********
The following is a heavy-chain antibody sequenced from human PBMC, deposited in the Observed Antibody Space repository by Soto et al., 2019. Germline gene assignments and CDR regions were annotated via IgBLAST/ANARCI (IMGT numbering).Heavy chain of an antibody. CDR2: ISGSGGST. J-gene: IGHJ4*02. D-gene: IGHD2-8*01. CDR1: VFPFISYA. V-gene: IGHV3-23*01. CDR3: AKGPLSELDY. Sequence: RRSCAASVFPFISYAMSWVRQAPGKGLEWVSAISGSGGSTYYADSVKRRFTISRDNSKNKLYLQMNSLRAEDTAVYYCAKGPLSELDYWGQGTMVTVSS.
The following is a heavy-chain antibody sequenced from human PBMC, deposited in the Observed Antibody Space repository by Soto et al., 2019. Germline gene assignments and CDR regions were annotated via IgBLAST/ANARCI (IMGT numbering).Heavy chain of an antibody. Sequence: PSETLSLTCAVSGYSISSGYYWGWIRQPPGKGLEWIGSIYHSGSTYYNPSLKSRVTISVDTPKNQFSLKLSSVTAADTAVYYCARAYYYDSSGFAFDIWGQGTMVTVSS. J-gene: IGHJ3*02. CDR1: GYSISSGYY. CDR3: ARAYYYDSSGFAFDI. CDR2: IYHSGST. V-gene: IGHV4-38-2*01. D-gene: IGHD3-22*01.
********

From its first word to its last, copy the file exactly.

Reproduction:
The following is a heavy-chain antibody sequenced from human PBMC, deposited in the Observed Antibody Space repository by Soto et al., 2019. Germline gene assignments and CDR regions were annotated via IgBLAST/ANARCI (IMGT numbering).Heavy chain of an antibody. CDR2: ISGSGGST. J-gene: IGHJ4*02. D-gene: IGHD2-8*01. CDR1: VFPFISYA. V-gene: IGHV3-23*01. CDR3: AKGPLSELDY. Sequence: RRSCAASVFPFISYAMSWVRQAPGKGLEWVSAISGSGGSTYYADSVKRRFTISRDNSKNKLYLQMNSLRAEDTAVYYCAKGPLSELDYWGQGTMVTVSS.
The following is a heavy-chain antibody sequenced from human PBMC, deposited in the Observed Antibody Space repository by Soto et al., 2019. Germline gene assignments and CDR regions were annotated via IgBLAST/ANARCI (IMGT numbering).Heavy chain of an antibody. Sequence: PSETLSLTCAVSGYSISSGYYWGWIRQPPGKGLEWIGSIYHSGSTYYNPSLKSRVTISVDTPKNQFSLKLSSVTAADTAVYYCARAYYYDSSGFAFDIWGQGTMVTVSS. J-gene: IGHJ3*02. CDR1: GYSISSGYY. CDR3: ARAYYYDSSGFAFDI. CDR2: IYHSGST. V-gene: IGHV4-38-2*01. D-gene: IGHD3-22*01.